Andrew H. Walker, Getty Images Mariah Carey gave viewers across the nation a…
- Posted by Spinner
The Peace Bell rings every year at the United Nations on Sept. 21, commemorating the International Day of Peace. The lofty ideal of world harmony has been a common theme for songwriters throughout music history, with particular urgency during the conflict-challenged 1960s and '70s. The fact that there's been a recent resurgence in peace-loving lyrics only means that we're still a long way off from the goal.
Perhaps the great Curtis Mayfield's best-known song, 'People Get Ready' was chosen as one of the 10 best songs of all time by a Mojo magazine panel that included Paul McCartney and Brian Wilson. Inspired by the historic March on Washington in 1963, the song was Mayfield's pop-gospel version of "I Have a Dream."
The reggae great accentuated his own ode to positivity with echoes of Mayfield's 'People Get Ready.' Such a simple sentiment, and about as eloquent as it gets: "Let's get together and feel all right."
Hotshot John Mayer wasn't exactly known as an activist when he recorded his best-known song, the unabashedly political 'Waiting on the World to Change.' Inspired by Curtis Mayfield, Mayer acknowledged the unfortunate truths that gave him the forum to call for peace: "You cannot avoid war in life, you cannot avoid the fear of terrorism."
John Mayer played guitar on this forward-thinking song, in which the Dixie Chicks envisioned a better world for the next generation. "Thou shalt not kill," the preacher reminds his congregation. The Chicks, emerging from the ugly political fracas over their condemnation of President Bush and the Iraq War, delivered a simple, graceful plea for more joy and laughter for their children.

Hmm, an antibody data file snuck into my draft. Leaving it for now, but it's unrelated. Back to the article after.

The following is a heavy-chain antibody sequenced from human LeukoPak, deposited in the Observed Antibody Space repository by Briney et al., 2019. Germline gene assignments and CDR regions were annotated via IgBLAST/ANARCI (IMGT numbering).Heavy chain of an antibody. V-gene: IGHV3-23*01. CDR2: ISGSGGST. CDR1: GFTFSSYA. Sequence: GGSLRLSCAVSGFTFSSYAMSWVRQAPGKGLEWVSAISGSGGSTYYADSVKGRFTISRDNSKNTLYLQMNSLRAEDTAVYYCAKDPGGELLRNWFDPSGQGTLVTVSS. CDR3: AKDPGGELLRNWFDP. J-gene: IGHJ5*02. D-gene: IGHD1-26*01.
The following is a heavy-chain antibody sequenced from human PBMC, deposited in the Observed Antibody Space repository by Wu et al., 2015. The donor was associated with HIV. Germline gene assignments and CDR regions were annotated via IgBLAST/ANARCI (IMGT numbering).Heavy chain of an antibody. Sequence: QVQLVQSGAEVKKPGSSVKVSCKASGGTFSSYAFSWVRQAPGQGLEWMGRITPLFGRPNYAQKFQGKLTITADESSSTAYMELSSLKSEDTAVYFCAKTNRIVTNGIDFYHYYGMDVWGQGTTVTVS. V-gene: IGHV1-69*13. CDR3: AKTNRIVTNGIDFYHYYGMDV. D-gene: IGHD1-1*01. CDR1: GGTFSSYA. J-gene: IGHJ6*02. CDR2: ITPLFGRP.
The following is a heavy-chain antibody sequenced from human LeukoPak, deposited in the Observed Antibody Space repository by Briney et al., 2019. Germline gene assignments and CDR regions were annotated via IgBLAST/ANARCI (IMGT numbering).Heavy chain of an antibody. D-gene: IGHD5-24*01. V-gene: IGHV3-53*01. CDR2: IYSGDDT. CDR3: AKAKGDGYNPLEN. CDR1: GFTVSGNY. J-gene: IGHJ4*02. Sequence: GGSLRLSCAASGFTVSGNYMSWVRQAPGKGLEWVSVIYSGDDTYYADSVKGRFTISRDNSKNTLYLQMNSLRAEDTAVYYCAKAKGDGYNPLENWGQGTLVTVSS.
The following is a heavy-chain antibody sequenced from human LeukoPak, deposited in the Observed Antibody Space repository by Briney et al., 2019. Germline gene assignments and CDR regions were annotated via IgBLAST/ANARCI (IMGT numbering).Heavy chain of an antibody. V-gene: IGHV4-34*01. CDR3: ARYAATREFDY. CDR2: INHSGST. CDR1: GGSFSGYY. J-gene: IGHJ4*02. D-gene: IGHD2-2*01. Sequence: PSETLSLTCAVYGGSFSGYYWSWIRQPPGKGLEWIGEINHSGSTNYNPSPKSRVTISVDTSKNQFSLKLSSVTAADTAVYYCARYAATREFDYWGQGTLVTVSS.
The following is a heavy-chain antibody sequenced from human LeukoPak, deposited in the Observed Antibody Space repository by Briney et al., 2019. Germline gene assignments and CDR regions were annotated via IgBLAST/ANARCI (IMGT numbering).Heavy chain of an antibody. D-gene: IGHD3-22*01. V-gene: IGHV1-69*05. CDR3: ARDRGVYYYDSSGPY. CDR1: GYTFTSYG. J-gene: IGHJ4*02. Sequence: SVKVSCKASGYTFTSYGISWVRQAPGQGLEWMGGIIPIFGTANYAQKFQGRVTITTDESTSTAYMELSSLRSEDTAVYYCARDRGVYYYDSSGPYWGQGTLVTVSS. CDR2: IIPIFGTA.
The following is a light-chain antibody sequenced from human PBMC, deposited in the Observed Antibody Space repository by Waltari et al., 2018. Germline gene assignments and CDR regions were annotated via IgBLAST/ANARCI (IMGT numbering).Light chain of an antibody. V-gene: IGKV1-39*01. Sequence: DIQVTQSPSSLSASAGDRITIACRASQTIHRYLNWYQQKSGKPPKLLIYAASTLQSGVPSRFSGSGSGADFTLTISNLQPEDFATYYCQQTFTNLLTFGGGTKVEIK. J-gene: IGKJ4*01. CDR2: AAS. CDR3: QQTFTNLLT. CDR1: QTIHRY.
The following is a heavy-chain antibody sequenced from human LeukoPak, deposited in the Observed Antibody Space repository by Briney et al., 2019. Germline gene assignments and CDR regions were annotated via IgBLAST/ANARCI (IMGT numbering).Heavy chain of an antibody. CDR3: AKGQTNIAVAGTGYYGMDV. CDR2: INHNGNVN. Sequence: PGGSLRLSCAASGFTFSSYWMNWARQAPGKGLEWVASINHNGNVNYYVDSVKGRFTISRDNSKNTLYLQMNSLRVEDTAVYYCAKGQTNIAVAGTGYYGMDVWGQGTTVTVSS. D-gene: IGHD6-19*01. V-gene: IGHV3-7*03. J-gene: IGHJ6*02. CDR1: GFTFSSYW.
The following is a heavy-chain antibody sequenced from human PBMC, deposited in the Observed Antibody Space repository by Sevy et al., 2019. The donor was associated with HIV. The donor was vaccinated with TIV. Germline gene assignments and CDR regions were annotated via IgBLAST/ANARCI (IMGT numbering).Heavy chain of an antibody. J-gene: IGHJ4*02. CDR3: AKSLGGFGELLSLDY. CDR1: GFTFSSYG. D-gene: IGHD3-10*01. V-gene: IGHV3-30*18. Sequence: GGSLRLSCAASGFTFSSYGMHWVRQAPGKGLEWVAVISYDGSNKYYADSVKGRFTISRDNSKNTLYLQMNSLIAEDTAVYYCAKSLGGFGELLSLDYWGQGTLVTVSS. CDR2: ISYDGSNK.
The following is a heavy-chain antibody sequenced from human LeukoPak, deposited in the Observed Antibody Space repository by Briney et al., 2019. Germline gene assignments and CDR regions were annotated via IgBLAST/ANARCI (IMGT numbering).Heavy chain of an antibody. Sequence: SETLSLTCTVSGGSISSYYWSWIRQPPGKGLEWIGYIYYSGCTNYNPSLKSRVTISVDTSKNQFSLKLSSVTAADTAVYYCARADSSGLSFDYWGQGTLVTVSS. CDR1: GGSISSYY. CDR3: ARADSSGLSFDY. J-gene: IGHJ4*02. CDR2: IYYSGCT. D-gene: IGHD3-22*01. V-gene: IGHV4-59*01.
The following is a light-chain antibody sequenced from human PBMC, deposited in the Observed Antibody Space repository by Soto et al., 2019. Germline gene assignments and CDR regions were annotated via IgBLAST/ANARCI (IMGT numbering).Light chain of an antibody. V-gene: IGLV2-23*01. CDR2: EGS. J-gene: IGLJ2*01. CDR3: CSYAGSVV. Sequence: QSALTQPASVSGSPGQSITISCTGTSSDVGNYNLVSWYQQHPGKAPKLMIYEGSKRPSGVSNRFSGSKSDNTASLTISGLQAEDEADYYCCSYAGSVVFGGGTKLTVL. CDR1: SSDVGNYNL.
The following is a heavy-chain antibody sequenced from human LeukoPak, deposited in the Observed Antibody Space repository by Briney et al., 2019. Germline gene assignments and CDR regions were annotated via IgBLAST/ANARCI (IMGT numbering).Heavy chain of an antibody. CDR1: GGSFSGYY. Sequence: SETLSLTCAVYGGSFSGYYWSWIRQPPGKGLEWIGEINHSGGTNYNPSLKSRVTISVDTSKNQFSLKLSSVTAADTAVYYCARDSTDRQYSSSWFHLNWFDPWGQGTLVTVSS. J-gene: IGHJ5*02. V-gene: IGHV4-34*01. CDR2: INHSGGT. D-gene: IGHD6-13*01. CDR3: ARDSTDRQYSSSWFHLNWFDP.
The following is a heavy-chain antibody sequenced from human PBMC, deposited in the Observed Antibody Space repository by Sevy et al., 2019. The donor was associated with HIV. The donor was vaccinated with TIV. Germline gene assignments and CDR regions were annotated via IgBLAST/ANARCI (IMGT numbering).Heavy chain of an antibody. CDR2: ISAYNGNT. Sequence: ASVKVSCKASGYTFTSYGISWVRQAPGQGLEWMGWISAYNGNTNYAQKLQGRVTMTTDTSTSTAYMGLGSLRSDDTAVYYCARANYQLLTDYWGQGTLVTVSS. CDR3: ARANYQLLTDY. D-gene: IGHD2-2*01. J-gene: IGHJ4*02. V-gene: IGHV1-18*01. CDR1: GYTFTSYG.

Despite the weird controversy he's sparked since his Muslim conversion, the folksinger now known as Yusuf Islam was once the very epitome of mainstream pacifism, as this hit single, his first US Top 10, still attests.
'Love Train,' O'Jays (1973)
Instantly recognizable today as a long-running beer ad, the O'Jays' biggest hit (a No. 1) still retains its significance to multiple generations as a tribute to cross-cultural compassion. From the heart of Philly soul in the City of Brotherly Love to the world powers in England, China, Russia and beyond.
Another product of the Philly soul team Gamble & Huff, this soul-gospel classic was sung with serious conviction by Teddy Pendergrass, then a newcomer to the group. Since he'd been a child preacher, his pop sermon against apathy rang true: "Need some help, y'all!"
If the road to peace seems like a perpetually uphill climb, leave it to the beatific Stevie Wonder to lead the way to higher ground. The irrepressible soul man sang it at President Obama's inauguration in January 2009 with special guests Shakira and Usher, and nailed it at the 2004 MTV Video Music Awards with Alicia Keys and Lenny Kravitz.
Newcomer Kravitz left his paisley heart on his sleeve with the very Beatlesque title track of his debut album. Two decades later, he was still conducting his own peace train, naming his 2008 album 'It Is Time for a Love Revolution.'
'Give Me Love (Give Me Peace on Earth),' George Harrison (1973)